July 14, 2016
During the month of June, we had many days of warm weather but the humidity level was very low. Low humidity means that on those warm and windy days we found that our plants would dry out quickly. The dry air would pull moisture out of the plants and it would pull moisture out of the ground too. As you know, we had a shortage of rainfall meaning that watering plants became practically a full time job at the garden center. Many of you would water your plants in the morning but by the time you go home in the late afternoon, you probably had to water again.
The only good news that came out of the dry air was that fungus diseases had very little chance of getting started in all of our gardens. Fungus diseases usually get started when we have moisture on the leaves of the plants in the late evening and very early morning hours. We have had some warm and humid weather in July. When the days are warm and humid, the lowering temperatures at night means that moisture in the air settles onto the leaves of the plants. Moisture on the leaves of your plants and cooler nighttime temperatures creates the perfect breeding ground for fungus diseases on your plants. You will find that if you water your plants late in the day and you get water on the leaves, you will be creating a perfect environment for the growth of fungus diseases. If you have an automatic sprinkler system that comes on at 2 AM to water your plants, the wet leaves during the rest of the night can be very prone to fungus diseases getting started on your plants. I always advise people who use a sprinkler system to have the system come on at 5 AM. Once the watering has stopped, the sun is rising and the leaves will begin to dry out. Just this small change in timing can really cut down on the conditions that favor the growth of fungus diseases.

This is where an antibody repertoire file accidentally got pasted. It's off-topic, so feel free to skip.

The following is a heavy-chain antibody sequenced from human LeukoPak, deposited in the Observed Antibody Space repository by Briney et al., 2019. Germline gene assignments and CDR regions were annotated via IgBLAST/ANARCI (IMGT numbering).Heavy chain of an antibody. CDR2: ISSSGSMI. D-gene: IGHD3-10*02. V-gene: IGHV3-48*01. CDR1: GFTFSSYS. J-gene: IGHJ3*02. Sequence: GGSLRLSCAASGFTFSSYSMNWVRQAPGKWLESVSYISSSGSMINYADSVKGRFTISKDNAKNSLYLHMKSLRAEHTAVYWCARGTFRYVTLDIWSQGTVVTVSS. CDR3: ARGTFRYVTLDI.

There are different types of materials that are called fungicides. These are classified as preventative or curative fungicides. If you apply a preventative fungicide before the disease starts, you can, in many cases, prevent fungus diseases from happening on your plants. Human nature being what it is, most people don’t treat for fungus diseases until the disease shows up on the plants. At that point, preventative fungicides are not very effective at controlling the disease. Once a disease has started, you should be using a curative fungicide. This type of fungicide will stop a disease from spreading to uninfected leaves or it can stop a disease from getting started on adjacent plants in the garden.
I have always advised my customers and readers of this column to check their plants several times a week for signs of fungus diseases on plants. If you see black or brown spots on the leaves of your plants or if you see what looks like white powder on the leaves, you probably have the beginning of one of the fungus diseases attacking your plants. It is very important that you treat immediately to stop the disease from spreading to the rest of the plant and ultimately spreading to the rest of the plants in your containers or your gardens.
Summer is a season of warm and often humid weather. Many people enjoy this type of weather but your plants may not if they develop a fungus disease. During the months of July through September, you need to keep an eye on your plants and spray a preventative fungicide when conditions are favorable for the growth of plant diseases. If the disease gets a head start on you, then treat your plants with a curative fungicide.
Well, that’s all for this week. I’ll talk to you again next week.